Even as the economy has recovered and unemployment has fallen to historic lows, the Federal Reserve has relatively low public approval. In an April 2019 Gallup poll, just 6 percent and 42 percent of respondents said that the Federal Reserve Board is doing an excellent job or a good job, respectively.6 Less than half of respondents reported having a “great deal” or “fair amount” of confidence in Fed Chairman Jerome Powell to “do or recommend the right thing for the economy.”7 Moreover, opinions of the Fed tend to reflect respondents’ political preferences. For example, former chairman Bernanke—originally appointed by President George W. Bush and reappointed by President Barack Obama—was viewed more favorably by Republicans under Bush and by Democrats under Obama.8 Households do not seem to trust the Fed and its leaders to pursue nonpartisan policies in societal interest.

These “deficits” both reflect and contribute to challenges in communication. Coibion et al. (2018) document the “abysmal track record of the typical communication strategies of central banks in affecting households’ and firms’ inflation expectations.” Less than 6 percent of respondents to the Bank of Japan’s Opinion Survey on the General Public’s Views and Behavior in June 2019 say that the bank’s explanations to the public are clear or somewhat clear.9 In previous work, I have argued that the literature on central bank communication has been mostly disjointed from a large and highly applicable literature on political communication because of the perception that central banks are outside of the political realm (Binder 2017a, 2017b). One implication of this literature is the need to tailor the form, delivery, and content of communication to audience needs, so that communication is relatable, comprehensible, and engaging.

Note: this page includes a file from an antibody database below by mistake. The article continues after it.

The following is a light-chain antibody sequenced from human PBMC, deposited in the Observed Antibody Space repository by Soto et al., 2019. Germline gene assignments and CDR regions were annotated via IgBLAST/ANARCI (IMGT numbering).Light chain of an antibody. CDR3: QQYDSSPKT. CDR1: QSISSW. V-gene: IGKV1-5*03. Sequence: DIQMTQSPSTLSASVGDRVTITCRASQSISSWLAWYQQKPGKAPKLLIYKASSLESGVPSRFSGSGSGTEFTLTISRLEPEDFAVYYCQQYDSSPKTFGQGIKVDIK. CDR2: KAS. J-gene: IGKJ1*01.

Recently, central banks are taking political and behavioral insights more seriously. The Bank of England, for example, is experimenting with alternative versions of its Inflation Report that use simpler language, visual summaries, and relatable practical examples. Some of these alternative versions improve self‐​reported and tested comprehension. They are also associated with greater self‐​reported trust in the Bank of England, though the effect is small (Bholat et al. 2018; Haldane and McMahon 2018).

Challenges to Independence and Legitimacy